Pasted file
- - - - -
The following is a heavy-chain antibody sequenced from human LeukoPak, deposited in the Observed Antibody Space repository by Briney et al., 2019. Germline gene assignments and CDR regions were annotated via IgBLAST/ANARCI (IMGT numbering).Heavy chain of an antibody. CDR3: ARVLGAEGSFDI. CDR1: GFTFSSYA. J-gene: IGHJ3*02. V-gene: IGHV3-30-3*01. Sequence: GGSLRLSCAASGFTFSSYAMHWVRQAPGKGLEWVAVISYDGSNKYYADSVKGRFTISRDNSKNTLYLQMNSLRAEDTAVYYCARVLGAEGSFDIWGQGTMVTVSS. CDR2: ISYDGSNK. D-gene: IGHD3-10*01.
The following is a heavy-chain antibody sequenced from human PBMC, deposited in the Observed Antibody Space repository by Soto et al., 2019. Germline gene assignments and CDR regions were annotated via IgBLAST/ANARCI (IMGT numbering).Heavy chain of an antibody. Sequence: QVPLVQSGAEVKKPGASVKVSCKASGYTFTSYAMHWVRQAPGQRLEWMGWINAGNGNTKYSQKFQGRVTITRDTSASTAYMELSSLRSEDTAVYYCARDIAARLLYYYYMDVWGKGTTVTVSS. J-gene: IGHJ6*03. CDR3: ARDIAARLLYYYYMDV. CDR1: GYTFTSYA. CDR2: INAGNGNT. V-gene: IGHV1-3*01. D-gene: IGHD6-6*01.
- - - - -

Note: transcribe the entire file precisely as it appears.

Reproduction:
The following is a heavy-chain antibody sequenced from human LeukoPak, deposited in the Observed Antibody Space repository by Briney et al., 2019. Germline gene assignments and CDR regions were annotated via IgBLAST/ANARCI (IMGT numbering).Heavy chain of an antibody. CDR3: ARVLGAEGSFDI. CDR1: GFTFSSYA. J-gene: IGHJ3*02. V-gene: IGHV3-30-3*01. Sequence: GGSLRLSCAASGFTFSSYAMHWVRQAPGKGLEWVAVISYDGSNKYYADSVKGRFTISRDNSKNTLYLQMNSLRAEDTAVYYCARVLGAEGSFDIWGQGTMVTVSS. CDR2: ISYDGSNK. D-gene: IGHD3-10*01.
The following is a heavy-chain antibody sequenced from human PBMC, deposited in the Observed Antibody Space repository by Soto et al., 2019. Germline gene assignments and CDR regions were annotated via IgBLAST/ANARCI (IMGT numbering).Heavy chain of an antibody. Sequence: QVPLVQSGAEVKKPGASVKVSCKASGYTFTSYAMHWVRQAPGQRLEWMGWINAGNGNTKYSQKFQGRVTITRDTSASTAYMELSSLRSEDTAVYYCARDIAARLLYYYYMDVWGKGTTVTVSS. J-gene: IGHJ6*03. CDR3: ARDIAARLLYYYYMDV. CDR1: GYTFTSYA. CDR2: INAGNGNT. V-gene: IGHV1-3*01. D-gene: IGHD6-6*01.